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GedLee Home of the renown Geddes Loudspeakers

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Old 5th March 2015, 07:17 PM   #11
keyser is offline keyser  Netherlands
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Earl, in my view you are an advocate of high fidelity in the traditional sense (before the term got devaluated): what comes out should resemble what goes in as best it can. In line with this, I've never understood why you think the amplitude response of your speakers should have a downward slope. Is it to compensate for a relatively low DI at high frequencies in comparison to the lower midrange? I mean, conventional box speakers have lower DI than your speakers at low/mid frequencies, but similar DI at high frequencies.
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Old 5th March 2015, 09:45 PM   #12
gedlee is offline gedlee  United States
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Keyser

Of all the things that I do, this is one of the only ones based on experience. A flat on listening axis just seems to sound bright with a CD speaker. I do believe it is the DI that is doing this when compared to the very narrow HF response from the direct radiator.

I am not the only one to find this, Toole also suggest a subtle downward tilt to the listening axis response. HFs are just not that prevalent in our environment and too much of them can sound un-natural. We can easily generate 10+ kHz directly into someone's ears but in nature these frequencies just do not travel very far (air absorption skyrockets above 10k), our environment is basically devoid of them.

Remember that we are not talking about extreme values here - 3 dB @ 10 kHz tops.
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Old 24th March 2015, 05:55 PM   #13
RNMarsh is online now RNMarsh  United States
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It is also possible that producers of recordings do not mix on speakers with flat power response and thus they EQ/balance is elevated on CD speakers?


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Old 24th March 2015, 06:26 PM   #14
gedlee is offline gedlee  United States
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Thanks Richard,

This is also quite possible. Clearly there could be several factors, but the consensus about the speaker design world is that the direct sound and the reverberant sound should fall slightly, i.e. the listening axis and the power response should both fall slightly. This results in a flat Directivity Index across the board.
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Old 16th December 2015, 08:08 AM   #15
peteleoni is offline peteleoni  United States
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Most of do mix on "flat" speakers, but far too many of us hype up the high end. Those of us that master these often have to deal with it. Also a lot of us do not like to listen to the flat speakers we work with. I think Earl certainly made the right call and it is a minor but important call.
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Old 16th January 2016, 08:45 PM   #16
noah katz is offline noah katz  United States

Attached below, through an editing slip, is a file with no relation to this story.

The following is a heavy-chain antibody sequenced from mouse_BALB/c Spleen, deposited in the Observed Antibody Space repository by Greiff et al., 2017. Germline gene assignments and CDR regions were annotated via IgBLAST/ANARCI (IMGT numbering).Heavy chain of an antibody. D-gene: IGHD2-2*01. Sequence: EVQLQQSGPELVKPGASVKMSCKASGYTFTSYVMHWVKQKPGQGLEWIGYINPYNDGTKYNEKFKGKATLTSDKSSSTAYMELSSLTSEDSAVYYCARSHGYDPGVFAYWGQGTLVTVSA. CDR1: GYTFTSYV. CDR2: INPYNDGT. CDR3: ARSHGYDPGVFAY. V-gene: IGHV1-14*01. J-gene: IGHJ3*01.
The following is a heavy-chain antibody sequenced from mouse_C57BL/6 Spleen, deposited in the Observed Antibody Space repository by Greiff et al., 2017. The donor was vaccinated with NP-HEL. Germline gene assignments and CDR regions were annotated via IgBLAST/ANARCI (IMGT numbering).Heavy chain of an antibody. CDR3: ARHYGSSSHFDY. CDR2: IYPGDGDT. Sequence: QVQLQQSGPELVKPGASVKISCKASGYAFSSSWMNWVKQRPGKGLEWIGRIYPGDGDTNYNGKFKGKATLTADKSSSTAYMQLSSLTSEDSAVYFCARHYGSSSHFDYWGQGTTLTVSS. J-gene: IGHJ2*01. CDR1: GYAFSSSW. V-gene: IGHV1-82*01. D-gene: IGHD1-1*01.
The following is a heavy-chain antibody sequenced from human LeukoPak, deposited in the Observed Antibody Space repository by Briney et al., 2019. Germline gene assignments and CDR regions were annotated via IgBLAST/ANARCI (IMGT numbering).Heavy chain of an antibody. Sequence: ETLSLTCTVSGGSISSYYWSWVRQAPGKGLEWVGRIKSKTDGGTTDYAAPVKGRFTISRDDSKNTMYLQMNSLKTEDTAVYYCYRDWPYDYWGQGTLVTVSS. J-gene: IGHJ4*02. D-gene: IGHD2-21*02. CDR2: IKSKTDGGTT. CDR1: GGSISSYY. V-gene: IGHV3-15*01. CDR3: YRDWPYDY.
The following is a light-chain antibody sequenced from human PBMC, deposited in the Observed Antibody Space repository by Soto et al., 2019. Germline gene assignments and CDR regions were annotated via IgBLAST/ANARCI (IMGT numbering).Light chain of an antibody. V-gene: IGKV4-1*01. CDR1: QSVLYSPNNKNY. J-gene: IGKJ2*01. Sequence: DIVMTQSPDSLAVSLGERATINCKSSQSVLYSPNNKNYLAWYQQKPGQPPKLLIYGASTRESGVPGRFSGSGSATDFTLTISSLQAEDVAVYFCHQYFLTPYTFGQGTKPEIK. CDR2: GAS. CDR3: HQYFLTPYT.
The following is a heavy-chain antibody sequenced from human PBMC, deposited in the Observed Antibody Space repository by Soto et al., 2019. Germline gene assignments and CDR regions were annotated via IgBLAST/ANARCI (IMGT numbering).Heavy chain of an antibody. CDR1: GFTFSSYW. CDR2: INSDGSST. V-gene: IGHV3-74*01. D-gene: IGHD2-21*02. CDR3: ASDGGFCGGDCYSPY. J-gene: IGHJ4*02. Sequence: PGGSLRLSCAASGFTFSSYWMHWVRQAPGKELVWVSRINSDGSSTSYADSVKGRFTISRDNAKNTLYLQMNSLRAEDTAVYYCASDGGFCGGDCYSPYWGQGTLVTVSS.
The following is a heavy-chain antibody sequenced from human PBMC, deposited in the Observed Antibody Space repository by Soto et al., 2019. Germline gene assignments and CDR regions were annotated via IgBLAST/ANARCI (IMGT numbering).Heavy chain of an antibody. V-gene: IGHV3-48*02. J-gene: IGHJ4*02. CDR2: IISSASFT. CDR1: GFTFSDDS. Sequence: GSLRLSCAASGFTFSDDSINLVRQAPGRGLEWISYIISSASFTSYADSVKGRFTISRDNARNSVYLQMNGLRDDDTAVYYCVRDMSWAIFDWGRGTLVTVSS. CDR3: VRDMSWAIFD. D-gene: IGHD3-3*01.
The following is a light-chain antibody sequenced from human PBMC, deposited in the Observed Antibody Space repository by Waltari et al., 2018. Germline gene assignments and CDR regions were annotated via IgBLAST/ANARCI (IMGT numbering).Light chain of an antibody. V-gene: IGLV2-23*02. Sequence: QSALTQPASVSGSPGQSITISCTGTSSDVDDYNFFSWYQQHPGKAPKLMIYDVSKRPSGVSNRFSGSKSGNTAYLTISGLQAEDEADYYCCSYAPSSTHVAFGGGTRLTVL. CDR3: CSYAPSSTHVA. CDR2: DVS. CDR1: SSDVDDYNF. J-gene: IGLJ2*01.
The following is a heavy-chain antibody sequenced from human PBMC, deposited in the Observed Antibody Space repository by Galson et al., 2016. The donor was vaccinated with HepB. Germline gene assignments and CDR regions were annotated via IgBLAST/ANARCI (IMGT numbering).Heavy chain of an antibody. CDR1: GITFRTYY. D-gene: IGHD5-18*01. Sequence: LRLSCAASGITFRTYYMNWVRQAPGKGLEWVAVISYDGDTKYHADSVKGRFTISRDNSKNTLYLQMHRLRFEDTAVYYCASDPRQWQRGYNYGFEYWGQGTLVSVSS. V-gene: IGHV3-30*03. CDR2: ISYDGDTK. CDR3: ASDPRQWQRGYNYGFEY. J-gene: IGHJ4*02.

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Originally Posted by gedlee View Post
Remember that the stiffness of a plate goes as the thickness squared so a 33% thicker plate is 1.33^2 times stiffer, nearly double.
Actually it's even better than that - plate stiffness increases with the cube of thickness.
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Old 17th January 2016, 06:36 PM   #17
RNMarsh is online now RNMarsh  United States
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Thanks Richard,

This is also quite possible. Clearly there could be several factors, but the consensus about the speaker design world is that the direct sound and the reverberant sound should fall slightly, i.e. the listening axis and the power response should both fall slightly. This results in a flat Directivity Index across the board.
I understand the slightly falling response is to better mimmick what I might hear further away - like in a large concert hall...... However, I rarely go to such places from where i live and only listen to sounds which are generated near me. When I get the chance, I like to listen up close to a small group playing acoustic instruments. Thus, for Me, a flat response sounds most like what i hear near me. Comment, pls. Can there be a switch for both positions?


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Old 17th January 2016, 06:43 PM   #18
billshurv is offline billshurv  United Kingdom
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Now that's what I call a delayed response!
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Old 17th January 2016, 08:40 PM   #19
gedlee is offline gedlee  United States
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Can there be a switch for both positions?


THx-Richard Marsh
Better than that!! A treble control works perfectly. Find the position that you like and fix it there. Or change it.
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Old 19th January 2016, 02:32 AM   #20
RNMarsh is online now RNMarsh  United States
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Better than that!! A treble control works perfectly. Find the position that you like and fix it there. Or change it.


Perfect.

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